Mike in Finland

Tuesday, 24 December 2013

Ward Wood Publishing special offers

Here´s a message from my publisher, Ward Wood Publishing, with news of some great offers and low prices, and a poetry competition that supports a cold weather shelter in London and offers publication for the winner.

Season’s Greetings From Ward Wood Publishing

To help you celebrate, we have some last-minute gift ideas and a competition
in aid of the homeless in three North London Cold Weather Shelters
that could win you publication of your own short poetry collection with Ward Wood.

It’s never too late to send the gift of a Kindle ebook and we have a full selection
of fiction and poetry at prices starting from just 77p.
We keep our Kindle ebook prices temptingly low, so these are perfect stocking fillers
you can send to friends and family or you can treat yourself.

Our full range can be viewed here
and includes the dark, alternative Christmas novel
Everything is Free for 77p.

Other books in our range are £1.53
(Amazon prices can vary slightly and you need to use the Amazon site for your country to buy Kindle ebooks).

If you prefer a paperback,
we have also kept the prices on our website low,
as it’s a great help to small publishers when readers buy direct from us.
You can see our full list here,

including Pam Zinnemann-Hope’s book On Cigarette Papers,
which will be dramatized by BBC Radio 4 on January 8th at 2.15pm as the Afternoon Play.

We have had a great year at Ward Wood and wish you a happy and successful 2014.

If you would like a chance to be published by us, take a look at the
Lumen/Camden Poetry Competition,
which will be judged by Andrew Motion this year.
The winner will have a short poetry collection published by us, and
proceeds go to the Cold Weather Shelters.

You can also help by buying the prizewinning book by
this year’s winner Patricia Averbach,
or the books by previous winners Caroline Squire and Bob Cooper.

Thank you for your support and Happy New Reading in 2014!

Thursday, 7 November 2013

Tampere University Creative Writing In English Course

The students on the Creative Writing in English course that I run at Tampere University have set up a public blog with a selection of work produced on the course. The blog is divided into three sections for different categories of writing: short fiction, poetry and song lyrics. It´s all interesting writing so why not pay the blog and visit and leave a message? Here´s the link:



Friday, 4 October 2013

Poetry Reading at Arkadia Bookshop

This is the announcement for the poetry reading at the Arkadia Bookshop in Helsinki where I will be reading with three Scottish poets and one Finnish poet. There will be poems in both languages, including some in translation. I will be reading from my collection, Midas Touch, all in English. Copies of the poets´ publications will be available for purchase. Rumour has it that a glass of wine will be provided to relieve the thirst of audience members. The event is free but the Arkadia Bookshop asks for a donation of 3 euros to cover their own costs. If you are in the Helsinki area, do come along.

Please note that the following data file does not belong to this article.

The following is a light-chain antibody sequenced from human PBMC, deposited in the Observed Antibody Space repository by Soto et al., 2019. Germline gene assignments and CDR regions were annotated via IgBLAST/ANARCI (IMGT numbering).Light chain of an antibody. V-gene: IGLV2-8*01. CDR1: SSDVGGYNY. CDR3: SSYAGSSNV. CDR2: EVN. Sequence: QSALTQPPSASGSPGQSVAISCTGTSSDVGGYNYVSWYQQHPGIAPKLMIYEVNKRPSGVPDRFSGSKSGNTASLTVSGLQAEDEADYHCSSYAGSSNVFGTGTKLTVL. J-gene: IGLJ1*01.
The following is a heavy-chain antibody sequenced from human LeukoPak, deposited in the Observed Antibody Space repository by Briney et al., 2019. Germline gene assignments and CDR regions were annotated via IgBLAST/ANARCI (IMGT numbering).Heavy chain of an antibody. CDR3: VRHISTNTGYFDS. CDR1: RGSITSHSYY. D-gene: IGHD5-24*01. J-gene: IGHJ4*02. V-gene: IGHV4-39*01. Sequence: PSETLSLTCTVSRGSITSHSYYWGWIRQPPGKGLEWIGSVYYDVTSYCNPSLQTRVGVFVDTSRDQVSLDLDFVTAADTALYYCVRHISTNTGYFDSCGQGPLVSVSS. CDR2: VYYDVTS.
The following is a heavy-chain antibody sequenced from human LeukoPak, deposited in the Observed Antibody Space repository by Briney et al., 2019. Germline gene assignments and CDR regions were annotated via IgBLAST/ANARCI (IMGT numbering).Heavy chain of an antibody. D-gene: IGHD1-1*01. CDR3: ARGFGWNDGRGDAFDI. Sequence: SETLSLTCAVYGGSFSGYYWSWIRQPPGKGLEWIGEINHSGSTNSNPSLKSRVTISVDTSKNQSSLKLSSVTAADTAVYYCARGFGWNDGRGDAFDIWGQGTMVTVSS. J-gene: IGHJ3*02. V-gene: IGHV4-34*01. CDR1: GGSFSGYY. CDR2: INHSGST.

A Cavalcade of Prizewinning Poets
Tuesday, 15th October @ 6 pm

Arkadia Bookshop (Nervanderinkatu 11, Helsinki)

Donald Adamson: Tampere-based poet and translator, winner of the Herald Millennium Poetry Prize, launches his new collection From Coiled Roots, which explores life, landscapes and history in Finland and Scotland. His translations of Lassi Nummi have been described by Eeva Kilpi as ‘like the humming of the trees around our human suffering and joys.’ www.donaldadamson.co.uk

Liz Niven’s most recent collection, The Shard Box, (Luath Press), uses multiple techniques to address fragmentation and reconstruction through a Chinese lens. An award-winning poet, she has appeared at Literary Festivals across Europe, China and Australia, recently participating in Clunes, Australia’s National Booktown. She has promised to read her Scots versions of the Kalevala! www.lizniven.com

Up-and-coming poet and translator Aila Juvonen collaborates with Liz Niven on sequences of interactive/correspondence poetry in English and Finnish. Her poems have been read at the Edinburgh Festival and published in Northwords. She is currently working on a novel and a poetry collection. Aila has also published books on her work as developer of the Skidikantti Children's Training programme. www.skidikantti.com

Award-winning writer Chrys Salt has authored five poetry collections. A poem in her fourth collection GRASS was selected as one of The 20 Best Scottish Poems 2012. Described as ‘brave, beautiful and deeply unsettling’, her latest collection Home Front/Front Line records a dialogue in poetry and prose between her and a soldier son, who was mobilised to Iraq in February 2003. www.chryssalt.com

Based in Tampere, Mike Horwood is a UK poetry prizewinner. He has published a translation of Martti Hynynen´s poetry collection, island, nameless rock, and a collection of his own, Midas Touch. Jo Shapcott has commented on `his ability to make simple things in the material world resonate with mystery´. He has also published a novel, The Finn’s Tale.